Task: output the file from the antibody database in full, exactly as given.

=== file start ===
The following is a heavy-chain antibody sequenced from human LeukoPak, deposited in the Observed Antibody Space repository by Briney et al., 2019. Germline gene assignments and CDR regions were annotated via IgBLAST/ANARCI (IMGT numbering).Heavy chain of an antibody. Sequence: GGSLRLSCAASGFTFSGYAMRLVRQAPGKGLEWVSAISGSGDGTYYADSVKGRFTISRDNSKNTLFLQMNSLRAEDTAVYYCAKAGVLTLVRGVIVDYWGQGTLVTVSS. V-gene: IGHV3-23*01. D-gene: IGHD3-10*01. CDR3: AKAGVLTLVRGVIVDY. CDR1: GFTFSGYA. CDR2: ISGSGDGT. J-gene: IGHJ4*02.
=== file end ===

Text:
The following is a heavy-chain antibody sequenced from human LeukoPak, deposited in the Observed Antibody Space repository by Briney et al., 2019. Germline gene assignments and CDR regions were annotated via IgBLAST/ANARCI (IMGT numbering).Heavy chain of an antibody. Sequence: GGSLRLSCAASGFTFSGYAMRLVRQAPGKGLEWVSAISGSGDGTYYADSVKGRFTISRDNSKNTLFLQMNSLRAEDTAVYYCAKAGVLTLVRGVIVDYWGQGTLVTVSS. V-gene: IGHV3-23*01. D-gene: IGHD3-10*01. CDR3: AKAGVLTLVRGVIVDY. CDR1: GFTFSGYA. CDR2: ISGSGDGT. J-gene: IGHJ4*02.